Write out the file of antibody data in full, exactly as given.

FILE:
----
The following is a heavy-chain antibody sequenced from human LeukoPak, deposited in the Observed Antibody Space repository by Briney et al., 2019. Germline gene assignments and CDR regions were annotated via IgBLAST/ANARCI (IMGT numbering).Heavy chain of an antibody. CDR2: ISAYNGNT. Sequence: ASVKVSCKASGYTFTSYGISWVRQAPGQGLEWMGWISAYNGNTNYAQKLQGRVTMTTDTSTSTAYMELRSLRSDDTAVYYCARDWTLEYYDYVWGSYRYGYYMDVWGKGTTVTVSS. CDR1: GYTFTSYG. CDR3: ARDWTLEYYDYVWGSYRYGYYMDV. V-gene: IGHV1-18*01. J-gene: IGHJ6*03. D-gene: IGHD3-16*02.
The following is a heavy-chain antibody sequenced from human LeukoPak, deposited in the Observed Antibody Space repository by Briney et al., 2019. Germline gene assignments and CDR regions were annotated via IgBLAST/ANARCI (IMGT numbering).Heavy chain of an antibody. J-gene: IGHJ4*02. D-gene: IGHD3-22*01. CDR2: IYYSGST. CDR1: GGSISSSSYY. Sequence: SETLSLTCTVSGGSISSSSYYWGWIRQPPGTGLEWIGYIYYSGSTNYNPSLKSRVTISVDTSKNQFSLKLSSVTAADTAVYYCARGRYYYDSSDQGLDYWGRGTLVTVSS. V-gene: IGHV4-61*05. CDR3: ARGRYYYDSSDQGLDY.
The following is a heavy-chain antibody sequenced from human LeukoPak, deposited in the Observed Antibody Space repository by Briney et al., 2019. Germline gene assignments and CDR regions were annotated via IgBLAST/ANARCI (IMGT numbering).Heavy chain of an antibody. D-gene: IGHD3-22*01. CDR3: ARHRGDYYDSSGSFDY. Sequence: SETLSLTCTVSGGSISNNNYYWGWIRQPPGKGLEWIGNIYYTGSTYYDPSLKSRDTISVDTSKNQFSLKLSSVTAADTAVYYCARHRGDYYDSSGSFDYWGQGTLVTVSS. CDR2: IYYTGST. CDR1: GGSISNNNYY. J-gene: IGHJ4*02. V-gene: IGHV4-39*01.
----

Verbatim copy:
The following is a heavy-chain antibody sequenced from human LeukoPak, deposited in the Observed Antibody Space repository by Briney et al., 2019. Germline gene assignments and CDR regions were annotated via IgBLAST/ANARCI (IMGT numbering).Heavy chain of an antibody. CDR2: ISAYNGNT. Sequence: ASVKVSCKASGYTFTSYGISWVRQAPGQGLEWMGWISAYNGNTNYAQKLQGRVTMTTDTSTSTAYMELRSLRSDDTAVYYCARDWTLEYYDYVWGSYRYGYYMDVWGKGTTVTVSS. CDR1: GYTFTSYG. CDR3: ARDWTLEYYDYVWGSYRYGYYMDV. V-gene: IGHV1-18*01. J-gene: IGHJ6*03. D-gene: IGHD3-16*02.
The following is a heavy-chain antibody sequenced from human LeukoPak, deposited in the Observed Antibody Space repository by Briney et al., 2019. Germline gene assignments and CDR regions were annotated via IgBLAST/ANARCI (IMGT numbering).Heavy chain of an antibody. J-gene: IGHJ4*02. D-gene: IGHD3-22*01. CDR2: IYYSGST. CDR1: GGSISSSSYY. Sequence: SETLSLTCTVSGGSISSSSYYWGWIRQPPGTGLEWIGYIYYSGSTNYNPSLKSRVTISVDTSKNQFSLKLSSVTAADTAVYYCARGRYYYDSSDQGLDYWGRGTLVTVSS. V-gene: IGHV4-61*05. CDR3: ARGRYYYDSSDQGLDY.
The following is a heavy-chain antibody sequenced from human LeukoPak, deposited in the Observed Antibody Space repository by Briney et al., 2019. Germline gene assignments and CDR regions were annotated via IgBLAST/ANARCI (IMGT numbering).Heavy chain of an antibody. D-gene: IGHD3-22*01. CDR3: ARHRGDYYDSSGSFDY. Sequence: SETLSLTCTVSGGSISNNNYYWGWIRQPPGKGLEWIGNIYYTGSTYYDPSLKSRDTISVDTSKNQFSLKLSSVTAADTAVYYCARHRGDYYDSSGSFDYWGQGTLVTVSS. CDR2: IYYTGST. CDR1: GGSISNNNYY. J-gene: IGHJ4*02. V-gene: IGHV4-39*01.